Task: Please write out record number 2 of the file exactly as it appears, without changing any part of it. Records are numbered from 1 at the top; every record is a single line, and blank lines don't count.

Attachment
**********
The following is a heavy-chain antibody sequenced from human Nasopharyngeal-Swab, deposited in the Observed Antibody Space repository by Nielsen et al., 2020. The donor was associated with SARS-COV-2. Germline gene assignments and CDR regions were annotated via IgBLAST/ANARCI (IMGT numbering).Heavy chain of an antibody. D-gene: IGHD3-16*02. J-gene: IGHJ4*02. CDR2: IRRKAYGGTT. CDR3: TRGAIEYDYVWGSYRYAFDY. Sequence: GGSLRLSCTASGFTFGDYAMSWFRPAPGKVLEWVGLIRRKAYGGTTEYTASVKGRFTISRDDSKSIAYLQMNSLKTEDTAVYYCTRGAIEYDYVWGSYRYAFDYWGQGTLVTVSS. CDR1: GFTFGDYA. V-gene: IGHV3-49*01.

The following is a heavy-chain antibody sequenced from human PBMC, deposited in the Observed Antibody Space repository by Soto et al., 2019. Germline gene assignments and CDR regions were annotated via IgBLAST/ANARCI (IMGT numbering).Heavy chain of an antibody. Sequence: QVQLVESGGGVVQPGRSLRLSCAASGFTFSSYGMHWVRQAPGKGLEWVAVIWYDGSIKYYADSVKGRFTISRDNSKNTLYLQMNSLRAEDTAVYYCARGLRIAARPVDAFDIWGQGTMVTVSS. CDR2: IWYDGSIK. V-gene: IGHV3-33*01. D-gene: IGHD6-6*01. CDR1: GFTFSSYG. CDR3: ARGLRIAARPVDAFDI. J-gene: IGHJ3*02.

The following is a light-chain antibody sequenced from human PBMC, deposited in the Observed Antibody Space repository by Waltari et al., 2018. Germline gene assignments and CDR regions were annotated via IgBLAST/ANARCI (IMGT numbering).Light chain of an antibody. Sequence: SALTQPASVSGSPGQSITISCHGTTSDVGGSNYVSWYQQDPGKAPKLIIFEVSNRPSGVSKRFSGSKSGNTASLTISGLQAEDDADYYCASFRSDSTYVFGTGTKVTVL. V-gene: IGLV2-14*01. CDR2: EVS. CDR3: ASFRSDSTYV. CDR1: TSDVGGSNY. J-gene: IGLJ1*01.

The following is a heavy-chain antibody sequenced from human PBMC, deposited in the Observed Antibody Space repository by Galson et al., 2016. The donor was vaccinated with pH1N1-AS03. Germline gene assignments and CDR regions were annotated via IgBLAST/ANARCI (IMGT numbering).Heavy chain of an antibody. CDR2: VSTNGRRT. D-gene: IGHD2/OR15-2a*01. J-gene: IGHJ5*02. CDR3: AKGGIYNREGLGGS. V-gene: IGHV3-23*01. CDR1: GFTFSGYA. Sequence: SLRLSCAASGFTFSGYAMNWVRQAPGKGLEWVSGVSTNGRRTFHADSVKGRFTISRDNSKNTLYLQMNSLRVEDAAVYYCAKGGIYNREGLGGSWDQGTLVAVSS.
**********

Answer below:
The following is a heavy-chain antibody sequenced from human PBMC, deposited in the Observed Antibody Space repository by Soto et al., 2019. Germline gene assignments and CDR regions were annotated via IgBLAST/ANARCI (IMGT numbering).Heavy chain of an antibody. Sequence: QVQLVESGGGVVQPGRSLRLSCAASGFTFSSYGMHWVRQAPGKGLEWVAVIWYDGSIKYYADSVKGRFTISRDNSKNTLYLQMNSLRAEDTAVYYCARGLRIAARPVDAFDIWGQGTMVTVSS. CDR2: IWYDGSIK. V-gene: IGHV3-33*01. D-gene: IGHD6-6*01. CDR1: GFTFSSYG. CDR3: ARGLRIAARPVDAFDI. J-gene: IGHJ3*02.